The overwhelming majority of BRONJ diagnoses, however, were associated with intravenous administration of bisphosphonates (94%). Only the remaining 6% of cases arose in patients taking bisphosphonates orally.[3]

Although the total United States prescriptions for oral bisphosphonates exceeded 30 million in 2006, less than 10% of BON cases were associated with patients taking oral bisphosphonate drugs.[12] Studies have estimated that BRONJ occurs in roughly 20% of patients taking intravenous zoledronic acid for cancer therapy and in between 0-0.04% of patients taking orally administered bisphosphonates.[13]

Owing to prolonged embedding of bisphosphonate drugs in the bone tissues, the risk for BRONJ is high even after stopping the administration of the medication for several years.[14]

Treatment and outcomes[edit]

Treatment usually involves antimicrobial mouth washes and oral antibiotics to help the immune system fight the attendant infection, and it also often involves local resection of the necrotic bone lesion. Many patients with BRONJ have successful outcomes after treatment, meaning that the local osteonecrosis is stopped, the infection is cleared, and the mucosa heals and once again covers the bone.

See also[edit]

External links[edit]


  1. ^ Nase JB, Suzuki JB (August 2006). "Osteonecrosis of the jaw and oral bisphosphonate treatment". J Am Dent Assoc 137 (8): 1115–9; quiz 1169–70. doi:10.14219/jada.archive.2006.0350. PMID 16873327. 
  2. ^ Mario Abu-Id et al. "'Bis-phossy jaws' – High and low risk factors for bisphosphonate-induced osteonecrosis of the jaw". Department of Oral and Maxillofacial Surgery and Plastic Surgery, Asklepios Klinik Nord, Hamburg, Germany. Journal of Cranio-Maxillofacial Surgery. 04/2008; 36(2):95-103. DOI: 10.1016/j.jcms.2007.06.008
  3. ^ a b c Osteoporosis medications and your dental health pamphlet #W418, American Dental Association/National Osteoporosis Foundation, 2008
  4. ^ Marx RE (September 2003). "Pamidronate (Aredia) and zoledronate (Zometa) induced avascular necrosis of the jaws: a growing epidemic". J. Oral Maxillofac. Surg. 61 (9): 1115–7. doi:10.1016/S0278-2391(03)00720-1. PMID 12966493.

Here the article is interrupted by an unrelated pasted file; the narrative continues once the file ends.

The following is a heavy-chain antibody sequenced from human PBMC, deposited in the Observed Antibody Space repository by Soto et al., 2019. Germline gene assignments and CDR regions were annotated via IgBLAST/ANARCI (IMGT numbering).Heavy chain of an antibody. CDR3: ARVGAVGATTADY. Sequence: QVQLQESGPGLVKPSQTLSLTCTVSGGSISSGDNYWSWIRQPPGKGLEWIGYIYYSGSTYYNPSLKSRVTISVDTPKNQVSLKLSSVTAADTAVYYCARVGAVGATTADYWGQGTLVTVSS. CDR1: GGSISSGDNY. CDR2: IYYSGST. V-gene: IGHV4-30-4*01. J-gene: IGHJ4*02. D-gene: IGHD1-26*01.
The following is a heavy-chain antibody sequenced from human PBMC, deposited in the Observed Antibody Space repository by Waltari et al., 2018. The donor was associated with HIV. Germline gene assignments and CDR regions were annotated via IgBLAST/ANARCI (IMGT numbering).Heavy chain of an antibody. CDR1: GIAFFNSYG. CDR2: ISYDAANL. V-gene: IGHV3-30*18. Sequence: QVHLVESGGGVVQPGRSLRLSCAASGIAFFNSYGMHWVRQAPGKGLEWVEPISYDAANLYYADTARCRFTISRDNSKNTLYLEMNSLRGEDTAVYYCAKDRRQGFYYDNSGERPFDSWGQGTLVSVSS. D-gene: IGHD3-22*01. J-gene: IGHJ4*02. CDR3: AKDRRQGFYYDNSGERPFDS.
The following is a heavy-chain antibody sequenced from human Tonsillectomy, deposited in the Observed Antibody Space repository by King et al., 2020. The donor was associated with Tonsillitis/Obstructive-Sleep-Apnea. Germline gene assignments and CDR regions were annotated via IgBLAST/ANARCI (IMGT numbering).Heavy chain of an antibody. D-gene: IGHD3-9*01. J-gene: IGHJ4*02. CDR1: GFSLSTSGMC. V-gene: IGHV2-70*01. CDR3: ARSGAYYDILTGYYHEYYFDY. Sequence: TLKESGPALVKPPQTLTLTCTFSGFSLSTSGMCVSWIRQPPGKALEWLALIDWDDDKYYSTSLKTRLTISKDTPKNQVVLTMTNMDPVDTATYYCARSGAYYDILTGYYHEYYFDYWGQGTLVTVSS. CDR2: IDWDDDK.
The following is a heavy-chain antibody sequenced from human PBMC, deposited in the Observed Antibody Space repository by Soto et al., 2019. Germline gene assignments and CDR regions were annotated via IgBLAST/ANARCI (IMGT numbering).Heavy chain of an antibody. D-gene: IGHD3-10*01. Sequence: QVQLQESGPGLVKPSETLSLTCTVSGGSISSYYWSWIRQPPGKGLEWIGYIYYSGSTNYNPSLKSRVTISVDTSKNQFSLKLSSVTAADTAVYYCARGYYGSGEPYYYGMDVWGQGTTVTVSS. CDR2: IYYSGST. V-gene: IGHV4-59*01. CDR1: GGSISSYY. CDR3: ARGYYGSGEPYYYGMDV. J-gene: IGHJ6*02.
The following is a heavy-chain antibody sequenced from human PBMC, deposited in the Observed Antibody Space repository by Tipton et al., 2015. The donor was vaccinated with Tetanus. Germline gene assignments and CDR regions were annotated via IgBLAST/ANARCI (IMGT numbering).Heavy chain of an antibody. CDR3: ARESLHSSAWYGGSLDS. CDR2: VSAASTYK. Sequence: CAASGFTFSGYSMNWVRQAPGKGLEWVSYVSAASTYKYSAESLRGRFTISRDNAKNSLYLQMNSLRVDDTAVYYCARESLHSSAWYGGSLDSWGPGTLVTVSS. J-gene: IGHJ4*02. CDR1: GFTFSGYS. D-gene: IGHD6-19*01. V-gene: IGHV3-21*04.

5. ^ Migliorati CA (November 2003). "Bisphosphanates and oral cavity avascular bone necrosis". J. Clin. Oncol. 21 (22): 4253–4. doi:10.1200/JCO.2003.99.132. PMID 14615459. 
  6. ^ Appendix 11: Expert Panel Recommendation for the Prevention, Diagnosis and Treatment of Osteonecrosis of the Jaw
  7. ^ Lehrer S, Montazem A, Ramanathan L; et al. (January 2009). "Bisphosphonate-induced osteonecrosis of the jaws, bone markers, and a hypothesized candidate gene". J. Oral Maxillofac. Surg. 67 (1): 159–61. doi:10.1016/j.joms.2008.09.015. PMID 19070762. 
  8. ^ a b Ruggiero SL (March 2008). "Bisphosphonate-related Osteonecrosis of the Jaws". Compendium of Continuing Education in Dentistry 29 (2): 97–105. 
  9. ^ Zadik Y, Benoliel R, Fleissig Y, Casap N. (February 2012). "Painful trigeminal neuropathy induced by oral bisphosphonate-related osteonecrosis of the jaw: a new etiology for the numb-chin syndrome". Quintessence Int. 43 (2): 97–104. PMID 22257870. 
  10. ^ Medical News Today AAOMS Updates BRONJ Position Paper, January 23, 2009
  11. ^ American Dental Association Osteonecrosis of the Jaw
  12. ^ Grbic JT, Landesberg R, Lin SQ; et al. (January 2008). "Incidence of osteonecrosis of the jaw in women with postmenopausal osteoporosis in the health outcomes and reduced incidence with zoledronic acid once yearly pivotal fracture trial". J Am Dent Assoc 139 (1): 32–40. doi:10.14219/jada.archive.2008.0017. PMID 18167382. 
  13. ^ Cartsos VM, Zhu S, Zavras AI (January 2008). "Bisphosphonate use and the risk of adverse jaw outcomes: a medical claims study of 714,217 people". J Am Dent Assoc 139 (1): 23–30. doi:10.14219/jada.archive.2008.0016. PMID 18167381. 
  14. ^ Zadik Y, Abu-Tair J, Yarom N, Zaharia B, Elad S. (September 2012). "The importance of a thorough medical and pharmacological history before dental implant placement.". Aust Dent J 57 (3): 388–392. doi:10.1111/j.1834-7819.2012.01717.x. PMID 22924366.